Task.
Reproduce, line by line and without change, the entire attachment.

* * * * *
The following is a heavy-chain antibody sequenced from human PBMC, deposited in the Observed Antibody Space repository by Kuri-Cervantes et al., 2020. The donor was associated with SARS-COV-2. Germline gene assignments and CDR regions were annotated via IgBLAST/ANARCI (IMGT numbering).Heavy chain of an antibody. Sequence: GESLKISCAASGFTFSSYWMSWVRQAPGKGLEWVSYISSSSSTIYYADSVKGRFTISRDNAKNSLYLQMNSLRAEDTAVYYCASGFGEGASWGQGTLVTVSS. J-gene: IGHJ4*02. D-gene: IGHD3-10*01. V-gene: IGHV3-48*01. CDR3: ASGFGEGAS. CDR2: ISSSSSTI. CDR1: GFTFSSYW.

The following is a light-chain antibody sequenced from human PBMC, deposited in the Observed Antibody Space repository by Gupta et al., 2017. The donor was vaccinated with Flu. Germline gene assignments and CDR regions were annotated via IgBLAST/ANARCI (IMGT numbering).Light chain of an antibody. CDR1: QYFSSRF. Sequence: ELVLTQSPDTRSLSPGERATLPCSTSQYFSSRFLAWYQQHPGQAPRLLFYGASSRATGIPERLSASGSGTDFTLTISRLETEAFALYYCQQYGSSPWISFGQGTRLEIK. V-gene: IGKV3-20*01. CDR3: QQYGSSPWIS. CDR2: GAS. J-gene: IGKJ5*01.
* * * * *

The following is a heavy-chain antibody sequenced from human PBMC, deposited in the Observed Antibody Space repository by Kuri-Cervantes et al., 2020. The donor was associated with SARS-COV-2. Germline gene assignments and CDR regions were annotated via IgBLAST/ANARCI (IMGT numbering).Heavy chain of an antibody. Sequence: GESLKISCAASGFTFSSYWMSWVRQAPGKGLEWVSYISSSSSTIYYADSVKGRFTISRDNAKNSLYLQMNSLRAEDTAVYYCASGFGEGASWGQGTLVTVSS. J-gene: IGHJ4*02. D-gene: IGHD3-10*01. V-gene: IGHV3-48*01. CDR3: ASGFGEGAS. CDR2: ISSSSSTI. CDR1: GFTFSSYW.

The following is a light-chain antibody sequenced from human PBMC, deposited in the Observed Antibody Space repository by Gupta et al., 2017. The donor was vaccinated with Flu. Germline gene assignments and CDR regions were annotated via IgBLAST/ANARCI (IMGT numbering).Light chain of an antibody. CDR1: QYFSSRF. Sequence: ELVLTQSPDTRSLSPGERATLPCSTSQYFSSRFLAWYQQHPGQAPRLLFYGASSRATGIPERLSASGSGTDFTLTISRLETEAFALYYCQQYGSSPWISFGQGTRLEIK. V-gene: IGKV3-20*01. CDR3: QQYGSSPWIS. CDR2: GAS. J-gene: IGKJ5*01.